Intussusception is a topic covered in the 5-Minute Pediatric Consult.

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The invagination or telescoping of a proximal portion of bowel (the intussusceptum) into a distal segment of bowel (the intussuscipiens) which can result in ischemia and obstruction


  • Worldwide prevalence of 74 per 100,000 children <1 year of age
  • Male-to-female ratio: 2:1
  • Generally occurs in patients 3 months to 3 years of age
  • Peak age: from 5 to 9 months
  • The most frequent cause of bowel obstruction in infancy and second most common cause of abdominal pain (next to constipation)

Risk Factors

  • Children <3 years:
    • Usually idiopathic (95%) or due to an enlarged Peyer patch (from infection), which is circumferential in distal ileum (common location of condition)
  • Children ≥3 years:
    • Higher incidence of a pathologic lead point (4%): Meckel diverticulum, polyps, and lymphomas are most common.
    • Other common etiologies include Henoch-Schönlein purpura (HSP), Peutz-Jeghers syndrome, intestinal duplications, inflammatory bowel disease, appendix, and tumors.
  • Postoperative (<1%):
    • Can occur in children who have had large retroperitoneal tumors removed (usually within 1 week of surgery)
  • Recent vaccination
    • Increased incidence after administration of the RotaShield® rotavirus vaccine (no longer available)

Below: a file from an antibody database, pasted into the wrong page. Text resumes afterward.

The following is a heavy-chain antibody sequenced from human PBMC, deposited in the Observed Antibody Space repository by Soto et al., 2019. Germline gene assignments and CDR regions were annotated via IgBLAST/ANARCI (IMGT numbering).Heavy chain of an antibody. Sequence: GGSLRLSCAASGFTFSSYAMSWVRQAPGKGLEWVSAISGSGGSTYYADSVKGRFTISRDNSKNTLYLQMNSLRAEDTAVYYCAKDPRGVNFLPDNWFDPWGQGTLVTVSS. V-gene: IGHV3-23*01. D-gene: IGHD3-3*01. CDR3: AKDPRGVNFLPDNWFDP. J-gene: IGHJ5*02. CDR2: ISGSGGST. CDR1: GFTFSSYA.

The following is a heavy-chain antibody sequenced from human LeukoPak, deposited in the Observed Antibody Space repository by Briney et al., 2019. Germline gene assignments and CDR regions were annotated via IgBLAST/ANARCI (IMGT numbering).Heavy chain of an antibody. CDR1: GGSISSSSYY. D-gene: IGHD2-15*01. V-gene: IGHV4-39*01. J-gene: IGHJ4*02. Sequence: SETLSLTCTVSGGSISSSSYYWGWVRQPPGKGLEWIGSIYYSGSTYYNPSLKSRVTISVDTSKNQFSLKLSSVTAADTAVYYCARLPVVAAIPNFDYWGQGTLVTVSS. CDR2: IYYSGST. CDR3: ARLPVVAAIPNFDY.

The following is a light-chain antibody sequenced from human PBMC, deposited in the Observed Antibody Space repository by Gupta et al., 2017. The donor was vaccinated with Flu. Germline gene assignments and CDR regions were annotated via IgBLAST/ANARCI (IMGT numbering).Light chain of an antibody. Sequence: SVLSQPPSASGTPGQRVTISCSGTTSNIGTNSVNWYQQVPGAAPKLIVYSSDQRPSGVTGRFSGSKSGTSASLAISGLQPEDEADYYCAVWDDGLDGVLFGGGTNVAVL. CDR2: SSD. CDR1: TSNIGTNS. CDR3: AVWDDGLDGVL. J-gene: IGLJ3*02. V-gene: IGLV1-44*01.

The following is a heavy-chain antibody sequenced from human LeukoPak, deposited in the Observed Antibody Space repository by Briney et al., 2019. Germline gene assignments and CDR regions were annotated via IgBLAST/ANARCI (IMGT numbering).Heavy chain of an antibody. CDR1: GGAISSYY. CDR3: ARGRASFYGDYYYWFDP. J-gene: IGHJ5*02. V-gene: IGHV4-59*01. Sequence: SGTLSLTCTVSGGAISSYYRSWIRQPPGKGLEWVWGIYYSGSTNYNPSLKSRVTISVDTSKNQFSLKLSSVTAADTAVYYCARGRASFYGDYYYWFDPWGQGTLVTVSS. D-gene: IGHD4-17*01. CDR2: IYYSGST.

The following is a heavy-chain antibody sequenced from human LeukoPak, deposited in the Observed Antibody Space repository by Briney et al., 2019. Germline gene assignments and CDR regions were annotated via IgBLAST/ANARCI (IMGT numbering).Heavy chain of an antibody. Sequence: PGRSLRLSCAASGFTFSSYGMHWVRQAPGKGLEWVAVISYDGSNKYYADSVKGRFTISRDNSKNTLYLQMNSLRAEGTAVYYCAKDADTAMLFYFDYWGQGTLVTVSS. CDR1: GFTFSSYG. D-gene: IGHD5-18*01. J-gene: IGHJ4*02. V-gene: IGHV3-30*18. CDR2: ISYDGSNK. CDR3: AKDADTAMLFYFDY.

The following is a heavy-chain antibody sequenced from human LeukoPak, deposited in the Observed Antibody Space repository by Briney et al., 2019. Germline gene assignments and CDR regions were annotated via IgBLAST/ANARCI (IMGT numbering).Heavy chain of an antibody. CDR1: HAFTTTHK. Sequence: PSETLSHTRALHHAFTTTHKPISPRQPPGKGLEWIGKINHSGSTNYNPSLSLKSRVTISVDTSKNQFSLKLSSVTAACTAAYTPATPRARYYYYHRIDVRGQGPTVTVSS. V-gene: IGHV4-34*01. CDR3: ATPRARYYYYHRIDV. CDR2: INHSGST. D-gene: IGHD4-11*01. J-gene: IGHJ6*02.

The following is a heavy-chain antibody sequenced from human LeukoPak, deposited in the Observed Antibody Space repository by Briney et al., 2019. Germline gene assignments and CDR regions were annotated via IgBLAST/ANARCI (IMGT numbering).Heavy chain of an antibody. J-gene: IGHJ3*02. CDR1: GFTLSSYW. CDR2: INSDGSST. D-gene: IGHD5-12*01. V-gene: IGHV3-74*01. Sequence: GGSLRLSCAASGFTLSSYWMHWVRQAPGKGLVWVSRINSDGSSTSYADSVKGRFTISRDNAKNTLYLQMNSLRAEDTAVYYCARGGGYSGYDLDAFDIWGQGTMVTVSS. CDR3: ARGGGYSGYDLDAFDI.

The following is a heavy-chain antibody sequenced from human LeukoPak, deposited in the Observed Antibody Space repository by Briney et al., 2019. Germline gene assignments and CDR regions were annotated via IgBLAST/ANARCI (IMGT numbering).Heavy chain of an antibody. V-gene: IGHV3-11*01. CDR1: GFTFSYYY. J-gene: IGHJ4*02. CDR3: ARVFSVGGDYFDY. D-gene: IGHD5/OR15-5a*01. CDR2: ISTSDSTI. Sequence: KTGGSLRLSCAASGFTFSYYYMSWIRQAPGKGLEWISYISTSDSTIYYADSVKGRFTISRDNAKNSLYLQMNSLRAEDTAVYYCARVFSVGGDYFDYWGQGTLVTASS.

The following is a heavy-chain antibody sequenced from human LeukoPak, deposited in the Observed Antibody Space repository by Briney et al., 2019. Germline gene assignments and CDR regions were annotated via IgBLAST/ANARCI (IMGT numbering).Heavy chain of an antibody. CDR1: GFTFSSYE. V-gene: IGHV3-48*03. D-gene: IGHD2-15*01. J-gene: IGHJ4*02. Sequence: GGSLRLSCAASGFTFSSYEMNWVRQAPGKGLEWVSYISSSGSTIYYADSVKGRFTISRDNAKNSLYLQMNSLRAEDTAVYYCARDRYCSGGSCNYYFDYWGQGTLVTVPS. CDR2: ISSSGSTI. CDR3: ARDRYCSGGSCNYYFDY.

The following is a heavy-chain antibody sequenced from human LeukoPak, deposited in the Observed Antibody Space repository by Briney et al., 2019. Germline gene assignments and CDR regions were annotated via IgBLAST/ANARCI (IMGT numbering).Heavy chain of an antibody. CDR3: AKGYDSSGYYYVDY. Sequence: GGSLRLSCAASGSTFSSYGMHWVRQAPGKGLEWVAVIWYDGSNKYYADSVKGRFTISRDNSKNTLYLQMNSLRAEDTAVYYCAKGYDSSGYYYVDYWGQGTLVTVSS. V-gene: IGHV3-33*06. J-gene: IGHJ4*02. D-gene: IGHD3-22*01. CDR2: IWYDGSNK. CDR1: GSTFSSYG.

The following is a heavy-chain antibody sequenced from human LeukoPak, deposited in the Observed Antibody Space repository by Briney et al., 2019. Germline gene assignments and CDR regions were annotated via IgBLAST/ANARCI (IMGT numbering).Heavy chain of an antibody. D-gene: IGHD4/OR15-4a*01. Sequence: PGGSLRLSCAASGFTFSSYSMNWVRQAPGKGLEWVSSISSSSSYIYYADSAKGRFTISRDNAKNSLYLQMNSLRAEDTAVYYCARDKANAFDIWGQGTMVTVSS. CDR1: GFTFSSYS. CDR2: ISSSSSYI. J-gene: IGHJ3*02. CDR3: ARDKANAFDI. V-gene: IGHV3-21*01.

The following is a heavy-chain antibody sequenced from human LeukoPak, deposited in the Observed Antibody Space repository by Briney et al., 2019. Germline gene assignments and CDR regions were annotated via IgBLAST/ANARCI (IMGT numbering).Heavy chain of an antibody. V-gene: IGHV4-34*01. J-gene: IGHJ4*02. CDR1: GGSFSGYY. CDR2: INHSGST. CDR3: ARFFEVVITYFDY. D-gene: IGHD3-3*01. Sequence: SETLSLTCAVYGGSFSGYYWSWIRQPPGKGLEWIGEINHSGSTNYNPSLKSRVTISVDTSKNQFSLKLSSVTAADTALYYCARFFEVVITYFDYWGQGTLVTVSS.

• Current vaccines (RotaTeq® or Rotarix®) present a small but significant increase in risk 1 to 7 days after first dose of the vaccine.


  • The invagination or telescoping of a proximal portion of bowel (the intussusceptum) into a distal segment of bowel (the intussuscipiens)
    • Can be unremitting (80%) or transient (20%)
    • 85% are ileocolic; ileoileal and colocolic types also occur.
    • Telescoping of the bowel occurs over a “lead point”—a lesion or defect in the bowel wall.
  • Telescoping of the bowel causes diminished venous blood flow and bowel wall edema, which can result in ischemia and obstruction.
    • Over time, arterial blood flow is inhibited and infarction of the bowel wall occurs, which results in hemorrhage or perforation.
    • If untreated, can lead to death
  • Bowel necrosis can occur within 48 to 72 hours after onset.
  • Clinical presentation can vary but usually includes the following:
    • “Paroxysms of pain”: episodes of calmness interspersed with fussiness
    • Persistent vomiting
    • “Currant jelly stools” which represent mucosal sloughing

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